Why I will never watch Avatar: The Last Airbender

It’s been a long and frustrating ride with M. Night Shyamalan, the once golden-boy of Hollywood cinema who promised so much with his earlier films, The Sixth Sense and Unbreakable. Everything that came after that left me – and a large chunk of the discerning movie-loving public – entirely cold.

So I won’t be watching The Last Airbender. Ever.

Some might find the instant dismissal of a film (regardless of the uniformly depressing reviews) to be a little harsh. But we’ve got to start being firm with this guy! Despite consistent bad reviews, he insists on continuing to ruin perfectly good concepts with his clunky, underwhelming writing.

Of course, there are plenty of people making crappy movies. Why pick on M. Night? What did he ever do to me? Well, his crimes (as I see them) are three fold:

1. In this instance, he took an existing property that I love. I watched Avatar: The Last Airbender, an American cartoon series made in the style and tradition of the Asian cartoons known as Anime, from start to finish last year. It’s an epic story set in a well-realised world filled with imaginative (and funny) characters.

Yet, despite his previous shortcomings, I was hopeful M. Night could turn it around given a solid existing story. I didn’t do my research, it turns out, as M.Night foolishly took on the writing responsibilities for the film. Which brings me on to point 2…

2. The thing that’s always bugged me about M. Night is that he is a good director. Hollywood doesn’t really have many directors who are comparable in terms of visual artistry. Take The Lady in the Water, for example. Sure, it’s a bizarrely meandering, kind of pointless film, but it looks great. He’s always been great at injecting an element of the fantastic into an otherwise normal environment; the apartment complex where Lady takes place is as mundane as they come, yet it becomes a place where magic can happen.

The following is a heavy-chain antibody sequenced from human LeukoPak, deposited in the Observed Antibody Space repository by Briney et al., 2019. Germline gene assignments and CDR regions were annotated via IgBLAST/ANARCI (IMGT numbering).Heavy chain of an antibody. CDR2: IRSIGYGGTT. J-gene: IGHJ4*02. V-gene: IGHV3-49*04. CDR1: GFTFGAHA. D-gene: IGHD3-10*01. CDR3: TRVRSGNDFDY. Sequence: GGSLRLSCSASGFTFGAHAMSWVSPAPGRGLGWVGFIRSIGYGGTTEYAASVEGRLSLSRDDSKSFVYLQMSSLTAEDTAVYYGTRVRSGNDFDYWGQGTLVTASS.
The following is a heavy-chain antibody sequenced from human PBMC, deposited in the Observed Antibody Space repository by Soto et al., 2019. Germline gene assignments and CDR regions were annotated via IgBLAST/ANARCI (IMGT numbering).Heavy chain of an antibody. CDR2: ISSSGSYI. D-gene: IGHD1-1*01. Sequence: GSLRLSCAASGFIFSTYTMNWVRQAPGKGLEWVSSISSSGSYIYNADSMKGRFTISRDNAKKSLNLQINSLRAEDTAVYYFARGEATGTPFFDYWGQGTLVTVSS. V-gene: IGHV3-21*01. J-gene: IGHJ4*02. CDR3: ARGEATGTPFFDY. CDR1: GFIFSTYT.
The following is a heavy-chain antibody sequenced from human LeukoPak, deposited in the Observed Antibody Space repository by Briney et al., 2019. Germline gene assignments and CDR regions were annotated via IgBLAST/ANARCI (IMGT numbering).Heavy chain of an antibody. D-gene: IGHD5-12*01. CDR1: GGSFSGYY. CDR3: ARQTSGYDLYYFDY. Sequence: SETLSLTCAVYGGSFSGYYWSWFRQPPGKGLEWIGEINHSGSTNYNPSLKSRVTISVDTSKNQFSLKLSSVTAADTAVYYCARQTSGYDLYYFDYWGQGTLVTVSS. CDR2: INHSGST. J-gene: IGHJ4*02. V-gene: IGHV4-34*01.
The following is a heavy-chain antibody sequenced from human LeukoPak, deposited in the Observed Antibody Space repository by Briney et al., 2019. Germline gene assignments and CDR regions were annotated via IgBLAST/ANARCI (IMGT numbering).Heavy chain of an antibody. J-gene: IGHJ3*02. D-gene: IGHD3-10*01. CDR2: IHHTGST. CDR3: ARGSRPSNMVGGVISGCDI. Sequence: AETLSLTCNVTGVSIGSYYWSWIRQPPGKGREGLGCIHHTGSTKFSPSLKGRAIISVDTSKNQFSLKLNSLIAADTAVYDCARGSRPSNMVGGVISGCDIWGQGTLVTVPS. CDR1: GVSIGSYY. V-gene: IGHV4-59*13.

And still he continues to insist upon writing his own films. Which is a shame, because he’s not a good writer. One of the main criticisms directed at The Last Airbender is that the exposition is clunky and confusing, which is ridiculous given the simplicity of the parent material. Why couldn’t he let someone else write it?

3. The man clearly has a vivid imagination and is capable of coming up with excellent concepts for films. With Signs, I loved the idea of watching a single families reaction to mankind’s first contact with alien life. Excellent idea, poor execution. More than anything, I hate to see a good concept wasted on an underwhelming film. A film like The Village irritates me so much more than, say, Transformers 2.

So, for these reasons, I won’t be watching The Last Airbender. I don’t want to see a world I enjoyed spending a great deal of time in ruined. And I want M. Night to move on and direct movies written by competent writers. Even if he gets someone else to pen his own concepts, that would be better than dealing with the ongoing death of his career (at least artistically – thanks to strong box office figures, he won’t be out of a job any time soon).


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